OBJECTIVES: The aim of this study was to evaluate the comparative effectiveness and safety of short (5 days) and long (7 or 10 days) duration antimicrobial treatment of patients with acute exacerbations of chronic bronchitis (AECB).
METHODS: We performed a meta-analysis of randomized controlled trials (RCTs) comparing regimens of the same antibiotic (same dosage and same route of administration) administered for a different time period. We searched PubMed, the Cochrane Central Register of Controlled Trials and reference lists from publications, with no language restrictions.
RESULTS: Of the 1031 reports retrieved initially, seven RCTs, enrolling 3083 patients with AECB, met our inclusion criteria. The antimicrobials studied in these seven RCTs were quinolones, cefixime and clarithromycin. There was no difference between the short- and long-duration therapies with regard to treatment success in intention-to-treat [relative risk (RR) = 0.99, 95% confidence interval (CI) 0.95-1.03], clinically evaluable (RR = 0.99, 95% CI 0.96-1.02) or microbiologically evaluable (RR = 0.98, 95% CI 0.93-1.02) patients. Short-duration treatment, when compared with long, was associated with fewer adverse events (RR = 0.84, 95% CI 0.72-0.97).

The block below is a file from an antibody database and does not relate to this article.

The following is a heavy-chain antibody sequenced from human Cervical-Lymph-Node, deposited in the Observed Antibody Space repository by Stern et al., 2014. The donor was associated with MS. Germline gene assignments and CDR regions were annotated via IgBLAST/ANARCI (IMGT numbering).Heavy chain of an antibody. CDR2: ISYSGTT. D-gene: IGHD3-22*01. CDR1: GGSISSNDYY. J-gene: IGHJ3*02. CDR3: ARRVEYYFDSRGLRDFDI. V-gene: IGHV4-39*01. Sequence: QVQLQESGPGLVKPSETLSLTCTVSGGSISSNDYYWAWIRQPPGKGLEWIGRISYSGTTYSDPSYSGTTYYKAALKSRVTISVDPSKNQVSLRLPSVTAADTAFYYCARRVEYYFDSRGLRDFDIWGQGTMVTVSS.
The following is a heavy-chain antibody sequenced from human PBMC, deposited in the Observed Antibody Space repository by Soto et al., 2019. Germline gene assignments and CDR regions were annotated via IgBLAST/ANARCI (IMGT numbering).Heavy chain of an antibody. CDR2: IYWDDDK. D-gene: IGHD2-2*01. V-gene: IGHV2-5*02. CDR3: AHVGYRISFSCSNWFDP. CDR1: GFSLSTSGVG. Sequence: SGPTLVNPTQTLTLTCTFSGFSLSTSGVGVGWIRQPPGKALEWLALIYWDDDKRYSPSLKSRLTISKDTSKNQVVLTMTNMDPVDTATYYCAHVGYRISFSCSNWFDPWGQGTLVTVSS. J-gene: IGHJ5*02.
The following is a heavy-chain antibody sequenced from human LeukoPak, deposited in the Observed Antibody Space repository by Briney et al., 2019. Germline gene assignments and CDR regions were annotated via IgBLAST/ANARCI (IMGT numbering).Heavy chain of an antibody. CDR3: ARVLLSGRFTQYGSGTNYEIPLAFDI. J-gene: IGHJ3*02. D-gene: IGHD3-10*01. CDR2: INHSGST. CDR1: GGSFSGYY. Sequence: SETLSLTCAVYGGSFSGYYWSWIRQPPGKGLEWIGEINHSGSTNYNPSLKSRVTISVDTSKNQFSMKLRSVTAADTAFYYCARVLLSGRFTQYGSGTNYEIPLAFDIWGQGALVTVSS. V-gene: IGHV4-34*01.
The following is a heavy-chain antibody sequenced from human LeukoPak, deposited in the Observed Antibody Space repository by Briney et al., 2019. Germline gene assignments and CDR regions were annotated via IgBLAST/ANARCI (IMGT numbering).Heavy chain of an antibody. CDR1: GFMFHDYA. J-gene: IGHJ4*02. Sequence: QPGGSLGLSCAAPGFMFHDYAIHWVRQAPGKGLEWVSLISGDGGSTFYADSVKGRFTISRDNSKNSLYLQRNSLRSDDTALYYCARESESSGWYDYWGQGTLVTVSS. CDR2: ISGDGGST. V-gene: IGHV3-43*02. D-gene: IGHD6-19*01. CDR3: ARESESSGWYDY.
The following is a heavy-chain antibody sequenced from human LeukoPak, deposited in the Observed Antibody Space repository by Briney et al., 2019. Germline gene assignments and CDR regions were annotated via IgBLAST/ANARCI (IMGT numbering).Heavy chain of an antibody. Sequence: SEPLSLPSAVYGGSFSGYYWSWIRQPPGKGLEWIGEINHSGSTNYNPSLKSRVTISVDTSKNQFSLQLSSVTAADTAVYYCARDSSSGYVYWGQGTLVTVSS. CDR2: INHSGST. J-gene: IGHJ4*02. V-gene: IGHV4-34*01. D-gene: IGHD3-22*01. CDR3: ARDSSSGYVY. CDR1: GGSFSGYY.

CONCLUSIONS: Short-duration treatment seems to be as effective as and safer than long-duration antimicrobial treatment of patients with AECB. Additional research is required to clarify the long-term outcomes (namely the exacerbation-free interval after the resolution of an initial episode) of the compared regimens.
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